Thousands return to homes in southern Syria after ceasefire deal; Bashar-al-Assad seeks to regain control of Daraa province

Beirut: Tens of thousands have returned to their homes in southern Syria since a ceasefire deal between regime ally Russia and rebels to end more than two weeks of deadly bombardment, a monitor said on Sunday.

The deal was largely holding despite air strikes on two areas that killed four civilians, the Syrian Observatory for Human Rights monitoring group said, as rebel evacuations under the deal were postponed.

President's Bashar al-Assad regime is determined to retake control of the key southern province of Daraa bordering Jordan and the Israeli-occupied Golan Heights, seven years after protests there sparked Syria's civil war.

Since 19 June, a deadly regime bombardment campaign on the province had caused more than 320,000 people to flee their homes, according to the United Nations, many to the sealed border with Jordan.

People who fled from Daraa province, gathering near the Syria-Jordan border. AP

People who fled from Daraa province, gathering near the Syria-Jordan border. AP

On Friday, rebels and the regime announced a ceasefire deal, providing for opposition fighters to hand over their heavy weapons and paving the way for a regime takeover of the province.

More than 60,000 people have since hit the road from the Jordanian frontier, heading back to their homes in the east or west of the province, the Britain-based Observatory said.

On Sunday, the returns were continuing, the Observatory said, even as regime warplanes pounded two areas of the province.

Three civilians were killed in air strikes on Um al-Mayazeen, just five kilometres (three miles) north of the Jordanian border, said the Britain-based monitor.

"Regime forces launched an assault on the village," Observatory director Rami Abdel Rahman said, two days after they retook control of the key border crossing of Nassib to its south.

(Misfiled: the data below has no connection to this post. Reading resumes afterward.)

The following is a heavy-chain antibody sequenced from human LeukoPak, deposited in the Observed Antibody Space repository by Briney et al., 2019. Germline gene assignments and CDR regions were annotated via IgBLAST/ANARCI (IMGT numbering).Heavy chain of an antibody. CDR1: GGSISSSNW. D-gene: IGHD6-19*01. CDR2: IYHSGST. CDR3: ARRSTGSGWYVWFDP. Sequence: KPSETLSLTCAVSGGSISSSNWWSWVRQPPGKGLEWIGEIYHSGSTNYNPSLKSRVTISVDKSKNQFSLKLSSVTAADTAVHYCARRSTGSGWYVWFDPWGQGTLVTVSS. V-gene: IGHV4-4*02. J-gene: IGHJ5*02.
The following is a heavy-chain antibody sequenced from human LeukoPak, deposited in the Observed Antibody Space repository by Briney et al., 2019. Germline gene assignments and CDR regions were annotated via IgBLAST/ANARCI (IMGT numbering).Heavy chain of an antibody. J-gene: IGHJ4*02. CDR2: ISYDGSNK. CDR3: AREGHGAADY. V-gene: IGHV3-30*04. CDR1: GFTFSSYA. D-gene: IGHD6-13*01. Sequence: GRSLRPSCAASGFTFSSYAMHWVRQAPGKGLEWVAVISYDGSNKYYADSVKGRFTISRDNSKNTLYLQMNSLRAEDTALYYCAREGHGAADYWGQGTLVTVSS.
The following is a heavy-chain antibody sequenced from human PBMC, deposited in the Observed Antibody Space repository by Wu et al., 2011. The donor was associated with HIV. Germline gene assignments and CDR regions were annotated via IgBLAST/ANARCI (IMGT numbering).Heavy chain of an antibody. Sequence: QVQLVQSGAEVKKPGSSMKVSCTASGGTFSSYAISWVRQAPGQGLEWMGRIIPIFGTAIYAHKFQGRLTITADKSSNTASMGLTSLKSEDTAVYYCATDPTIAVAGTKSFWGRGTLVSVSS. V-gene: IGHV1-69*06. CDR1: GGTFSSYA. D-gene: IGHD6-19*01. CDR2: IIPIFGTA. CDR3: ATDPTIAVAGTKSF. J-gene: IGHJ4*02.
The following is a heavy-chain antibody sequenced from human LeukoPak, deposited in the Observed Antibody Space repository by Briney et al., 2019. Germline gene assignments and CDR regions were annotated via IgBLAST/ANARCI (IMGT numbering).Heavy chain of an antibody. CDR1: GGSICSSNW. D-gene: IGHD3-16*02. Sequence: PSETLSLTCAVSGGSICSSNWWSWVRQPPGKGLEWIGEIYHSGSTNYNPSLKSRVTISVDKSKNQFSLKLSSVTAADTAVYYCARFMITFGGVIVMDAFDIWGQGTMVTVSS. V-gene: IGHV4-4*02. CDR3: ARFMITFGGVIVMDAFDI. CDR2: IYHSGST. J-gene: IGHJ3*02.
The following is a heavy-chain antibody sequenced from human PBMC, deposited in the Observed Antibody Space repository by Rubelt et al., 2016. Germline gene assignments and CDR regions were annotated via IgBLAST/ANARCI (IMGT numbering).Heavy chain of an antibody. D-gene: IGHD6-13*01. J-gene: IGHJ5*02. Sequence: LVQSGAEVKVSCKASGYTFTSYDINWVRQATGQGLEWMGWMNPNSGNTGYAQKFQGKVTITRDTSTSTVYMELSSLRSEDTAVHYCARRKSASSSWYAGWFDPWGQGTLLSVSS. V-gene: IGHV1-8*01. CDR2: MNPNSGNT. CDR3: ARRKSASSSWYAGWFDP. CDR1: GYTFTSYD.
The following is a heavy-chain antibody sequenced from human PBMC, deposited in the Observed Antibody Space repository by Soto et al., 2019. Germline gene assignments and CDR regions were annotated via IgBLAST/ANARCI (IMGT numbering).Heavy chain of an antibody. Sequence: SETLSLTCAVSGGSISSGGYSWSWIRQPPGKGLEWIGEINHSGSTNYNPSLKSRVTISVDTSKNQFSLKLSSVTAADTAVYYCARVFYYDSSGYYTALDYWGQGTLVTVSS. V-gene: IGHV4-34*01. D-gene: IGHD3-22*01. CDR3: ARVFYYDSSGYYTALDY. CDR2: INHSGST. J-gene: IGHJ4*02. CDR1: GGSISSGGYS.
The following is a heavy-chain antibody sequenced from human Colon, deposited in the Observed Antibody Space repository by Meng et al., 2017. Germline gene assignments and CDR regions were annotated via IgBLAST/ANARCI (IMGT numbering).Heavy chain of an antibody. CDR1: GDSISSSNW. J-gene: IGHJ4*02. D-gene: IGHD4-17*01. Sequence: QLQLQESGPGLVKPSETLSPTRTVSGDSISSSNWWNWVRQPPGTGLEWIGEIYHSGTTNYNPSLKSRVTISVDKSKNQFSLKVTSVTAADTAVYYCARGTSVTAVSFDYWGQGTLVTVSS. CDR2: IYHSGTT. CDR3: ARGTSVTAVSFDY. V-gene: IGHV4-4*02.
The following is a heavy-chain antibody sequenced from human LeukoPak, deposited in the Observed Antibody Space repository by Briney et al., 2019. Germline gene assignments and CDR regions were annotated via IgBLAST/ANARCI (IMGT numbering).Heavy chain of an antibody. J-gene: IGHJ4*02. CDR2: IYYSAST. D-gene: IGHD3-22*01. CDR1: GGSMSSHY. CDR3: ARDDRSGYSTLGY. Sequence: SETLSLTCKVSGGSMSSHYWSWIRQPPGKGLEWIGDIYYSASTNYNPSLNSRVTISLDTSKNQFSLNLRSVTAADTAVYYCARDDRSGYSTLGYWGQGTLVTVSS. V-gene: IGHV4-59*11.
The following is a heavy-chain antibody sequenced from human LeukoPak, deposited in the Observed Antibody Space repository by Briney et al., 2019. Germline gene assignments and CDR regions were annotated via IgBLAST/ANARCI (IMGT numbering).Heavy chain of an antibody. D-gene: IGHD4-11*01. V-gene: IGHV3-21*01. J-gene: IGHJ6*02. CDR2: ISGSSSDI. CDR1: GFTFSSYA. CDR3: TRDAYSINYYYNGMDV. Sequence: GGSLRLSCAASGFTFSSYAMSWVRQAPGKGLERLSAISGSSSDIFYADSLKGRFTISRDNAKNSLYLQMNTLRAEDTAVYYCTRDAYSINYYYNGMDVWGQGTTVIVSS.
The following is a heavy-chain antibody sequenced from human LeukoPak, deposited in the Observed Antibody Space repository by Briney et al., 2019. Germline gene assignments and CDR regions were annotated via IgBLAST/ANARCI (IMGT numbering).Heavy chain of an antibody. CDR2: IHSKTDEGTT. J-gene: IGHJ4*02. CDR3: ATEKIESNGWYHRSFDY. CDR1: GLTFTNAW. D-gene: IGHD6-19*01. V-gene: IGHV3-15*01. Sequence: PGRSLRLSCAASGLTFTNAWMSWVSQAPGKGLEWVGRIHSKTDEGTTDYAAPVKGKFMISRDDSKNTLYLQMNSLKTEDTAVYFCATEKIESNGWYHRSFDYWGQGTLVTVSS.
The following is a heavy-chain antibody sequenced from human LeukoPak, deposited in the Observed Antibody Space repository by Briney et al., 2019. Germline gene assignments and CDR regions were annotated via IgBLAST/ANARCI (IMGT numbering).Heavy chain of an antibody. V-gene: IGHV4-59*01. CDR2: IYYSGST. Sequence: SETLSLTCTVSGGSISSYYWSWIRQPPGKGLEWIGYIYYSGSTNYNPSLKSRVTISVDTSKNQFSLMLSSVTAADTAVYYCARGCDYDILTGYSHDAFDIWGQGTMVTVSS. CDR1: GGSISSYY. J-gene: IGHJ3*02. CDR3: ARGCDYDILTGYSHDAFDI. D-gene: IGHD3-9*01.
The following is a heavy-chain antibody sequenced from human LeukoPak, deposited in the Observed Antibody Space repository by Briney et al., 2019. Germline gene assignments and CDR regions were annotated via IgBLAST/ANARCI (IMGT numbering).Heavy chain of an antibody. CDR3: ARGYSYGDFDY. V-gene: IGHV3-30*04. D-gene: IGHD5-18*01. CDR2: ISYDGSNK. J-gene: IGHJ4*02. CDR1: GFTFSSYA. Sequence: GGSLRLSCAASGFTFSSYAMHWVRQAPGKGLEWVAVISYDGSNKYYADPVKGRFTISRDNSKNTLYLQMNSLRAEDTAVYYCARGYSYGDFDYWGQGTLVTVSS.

Earlier, rebel fire on a regime convoy travelling near Um al-Mayazeen on the highway from the border had killed several soldiers, Abdel Rahman said, without providing a toll.

A regime air strike on the rebel-held half of the provincial capital of Daraa also killed one civilian, he said. On Friday, regime forces retook control of Nassib, near which thousands of families had set up makeshift tents for shelter.

Under the ceasefire deal, regime forces were to deploy along the frontier with Jordan, while rebels were to hand over their heavy weapons. Opposition fighters were also given the option of being bused out to rebel-held areas in northern Syria.

But a rebel official said the evacuation of opposition fighters and their families planned for Sunday was temporarily put on hold. "A hundred buses were supposed to arrive but (the operation) has been postponed to a later date, in around two days," the official said.

"There was an exchange of fire between both sides and the first (wave) has been postponed."

An Islamic State jihadist group affiliate, which holds a small pocket in the southwest of Daraa, is excluded from the ceasefire deal. The regime bombardment campaign on rebel-held areas in Daraa since 19 June had killed more than 160 civilians, the Observatory says.

Before the deal was announced, the advance by Russia-backed regime forces had doubled their control of territory in the province to more than 60 percent.

Since Russia intervened on Assad's side in Syria's conflict in 2015, the Damascus regime has notched up a series of victories against rebels and jihadists in the country.

Regime forces, who secured the capital Damascus earlier this year, now control more than 60 percent of the country, according to the Observatory. The deal between rebels and Russia announced for Daraa is the latest in a string of such accords to see Damascus regain control of rebel-held areas.

These often come after blistering military offensives or crippling sieges, which effectively force the rebels into the so-called "reconciliation" deals.

Syria's war has killed 3,50,000 people and displaced millions of others since it started with the brutal repression of anti-Assad protests in 2011.

Many Syrians have sought refuge from the war in neighbouring countries, including Jordan, which says it has taken in around 1.3 million Syrian refugees.

Amman last month said its frontier, which has been closed since 2016, would remain so to any more Syrians fleeing the conflict.


Updated Date: Jul 08, 2018 21:01 PM

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